Spiritual writers, since the dawn of Christianity, have observed that impurity and cruelty arise as sibling vices in the soul. The elder is impurity, which reduces other people first to mere means of sensual satisfaction, and then to mere objects of sport.
It’s as true of cultures as it is of souls. Consider Rome of the late first and second century A.D. — but don’t judge by what you see in museums. Be grateful, instead, that today’s curators have some sense of decorum.
For the remains of imperial Rome could justly be rated X. The walls of Pompeii are shocking because the volcanic ash preserved them in lurid color, but their motifs are little different from those that appear on common vases, lamps, and jewelry of the time. The homes of some of the bourgeois were little different, in decoration, from the common rooms of brothels.
Families seemed unwilling or unable to preserve the innocence of children. Those who sent small boys to school assumed that the tutors would molest them. With limitless leisure time and no supervision, teenaged boys roamed the streets in gangs. They passed time in mischief, now and then assaulting a streetwalker.
Girls were married off at age 11 or 12 to a mate much older, and not of their choosing. “Friends” celebrated the wedding by singing bawdy songs. “The wedding night,” writes the French historian Paul Veyne, “took the form of legal rape.”
Marital custom meant that the newlywed girl could look forward to a predatory relationship, rife with unnatural acts, abortion and contraception. Adultery was expected of men. Infanticide was common, especially for female offspring. In one city of the empire, the census enrolled 600 families — of which only 6 had raised more than one daughter. Though most of those were large families, they had routinely killed their baby girls. In another city, a recent archeological dig turned up an ancient sewer clogged with the bones of hundreds of newborns.
But if marriage grew too miserable, at least divorce was easy. All it took was for one party to leave home with the intention of divorcing. Divorce took effect ex opere operato.
All of these mores were reflected in popular entertainment — the music business, the theatre. And when Romans tired of that sort of degradation, they flocked to the circus to see criminals tortured and killed, by beasts or by gladiators. The gladiators drew life’s blood from one another as well.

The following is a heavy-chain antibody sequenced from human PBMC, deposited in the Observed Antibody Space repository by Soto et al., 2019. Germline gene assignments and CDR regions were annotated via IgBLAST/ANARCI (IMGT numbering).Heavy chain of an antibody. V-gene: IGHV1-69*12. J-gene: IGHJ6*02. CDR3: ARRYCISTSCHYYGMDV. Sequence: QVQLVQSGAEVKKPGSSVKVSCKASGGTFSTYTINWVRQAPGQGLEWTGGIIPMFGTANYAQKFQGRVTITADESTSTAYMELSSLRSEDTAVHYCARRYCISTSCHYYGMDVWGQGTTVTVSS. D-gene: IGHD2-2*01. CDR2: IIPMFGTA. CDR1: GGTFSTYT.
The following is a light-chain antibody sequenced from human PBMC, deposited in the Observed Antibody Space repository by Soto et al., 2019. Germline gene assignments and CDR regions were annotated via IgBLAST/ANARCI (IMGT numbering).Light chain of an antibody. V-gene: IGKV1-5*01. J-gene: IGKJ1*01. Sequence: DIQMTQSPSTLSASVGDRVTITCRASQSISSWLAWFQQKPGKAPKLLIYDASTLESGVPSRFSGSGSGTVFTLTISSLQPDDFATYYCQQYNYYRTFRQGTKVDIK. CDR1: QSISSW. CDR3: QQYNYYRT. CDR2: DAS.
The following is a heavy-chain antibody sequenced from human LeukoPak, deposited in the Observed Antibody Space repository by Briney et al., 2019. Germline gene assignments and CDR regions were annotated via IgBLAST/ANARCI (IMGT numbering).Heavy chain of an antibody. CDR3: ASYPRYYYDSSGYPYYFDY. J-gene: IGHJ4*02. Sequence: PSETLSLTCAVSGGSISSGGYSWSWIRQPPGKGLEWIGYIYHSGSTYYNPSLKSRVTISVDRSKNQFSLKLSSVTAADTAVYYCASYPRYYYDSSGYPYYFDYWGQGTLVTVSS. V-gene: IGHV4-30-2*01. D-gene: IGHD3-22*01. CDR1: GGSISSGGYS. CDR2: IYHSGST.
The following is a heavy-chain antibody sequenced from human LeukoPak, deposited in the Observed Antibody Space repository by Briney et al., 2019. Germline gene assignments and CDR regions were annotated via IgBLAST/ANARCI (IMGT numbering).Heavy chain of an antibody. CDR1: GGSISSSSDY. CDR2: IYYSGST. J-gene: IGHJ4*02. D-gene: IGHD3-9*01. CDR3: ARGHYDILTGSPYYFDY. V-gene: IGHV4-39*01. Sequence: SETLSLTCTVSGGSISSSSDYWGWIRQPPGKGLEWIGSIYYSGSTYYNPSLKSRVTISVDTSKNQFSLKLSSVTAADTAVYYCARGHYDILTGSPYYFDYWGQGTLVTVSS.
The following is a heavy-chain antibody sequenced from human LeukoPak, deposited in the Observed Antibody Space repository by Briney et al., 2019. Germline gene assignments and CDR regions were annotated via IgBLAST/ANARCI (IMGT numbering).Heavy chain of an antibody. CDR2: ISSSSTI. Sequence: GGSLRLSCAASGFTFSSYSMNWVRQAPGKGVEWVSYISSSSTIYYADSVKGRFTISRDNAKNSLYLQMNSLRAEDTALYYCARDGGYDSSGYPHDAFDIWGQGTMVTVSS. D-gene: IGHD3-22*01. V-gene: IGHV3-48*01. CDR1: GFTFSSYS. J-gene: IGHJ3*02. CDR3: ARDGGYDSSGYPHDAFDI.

That’s the world where the first Christians raised their families. You might call it a culture of death.
Yet Christians immediately set themselves apart. They took no part in the impurity or cruelty. We have many sermons and tracts from those years, condemning the grossness of the theatre, the sickness of the circus, and the bedroom behavior of ordinary Romans. But what is more remarkable is the testimony of the pagans themselves.
The Romans were frankly astonished by the Christians, for the Christians routinely achieved something the Romans had thought impossible. Christians preached and practiced a range of virtues that involved continence — chastity, purity and even lifelong celibacy. The great pagan physician Galen wrote: “Their contempt of death is patent to us every day, and likewise their restraint in cohabitation. For they include not only men but also women who refrain from cohabiting all their lives; and they also number individuals who, in self-discipline and self-control, have attained a pitch not inferior to that of genuine philosophers.” Even most stoics, who supposedly despised human passion, believed that passions were best quelled by indulgence.
But even married Christians strove for chastity and true love. “They marry, as do all others; they beget children; but they do not commit infanticide. They share a common table, but not a common bed.”
It was Christian morality, and the evident love of Christian families, that gradually converted the Roman empire.
The brothels had exercised a certain attractive power over Rome, but those places did not satisfy. Restless pagans had indulged their cruelest blood lusts at the circus, but the circus did not satisfy.
What drew these weary citizens to the Church was the paradox evident in the family life of Christians, who were chaste, but who had found peace.